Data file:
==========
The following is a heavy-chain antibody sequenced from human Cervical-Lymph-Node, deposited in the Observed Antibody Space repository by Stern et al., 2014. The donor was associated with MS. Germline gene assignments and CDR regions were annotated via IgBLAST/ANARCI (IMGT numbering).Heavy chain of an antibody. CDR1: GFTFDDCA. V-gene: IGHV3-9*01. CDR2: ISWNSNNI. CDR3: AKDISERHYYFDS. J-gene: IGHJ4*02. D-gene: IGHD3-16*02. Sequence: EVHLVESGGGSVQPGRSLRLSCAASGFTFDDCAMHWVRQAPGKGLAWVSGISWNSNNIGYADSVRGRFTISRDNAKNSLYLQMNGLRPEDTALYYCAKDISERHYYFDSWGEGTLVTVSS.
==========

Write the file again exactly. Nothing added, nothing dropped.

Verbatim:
The following is a heavy-chain antibody sequenced from human Cervical-Lymph-Node, deposited in the Observed Antibody Space repository by Stern et al., 2014. The donor was associated with MS. Germline gene assignments and CDR regions were annotated via IgBLAST/ANARCI (IMGT numbering).Heavy chain of an antibody. CDR1: GFTFDDCA. V-gene: IGHV3-9*01. CDR2: ISWNSNNI. CDR3: AKDISERHYYFDS. J-gene: IGHJ4*02. D-gene: IGHD3-16*02. Sequence: EVHLVESGGGSVQPGRSLRLSCAASGFTFDDCAMHWVRQAPGKGLAWVSGISWNSNNIGYADSVRGRFTISRDNAKNSLYLQMNGLRPEDTALYYCAKDISERHYYFDSWGEGTLVTVSS.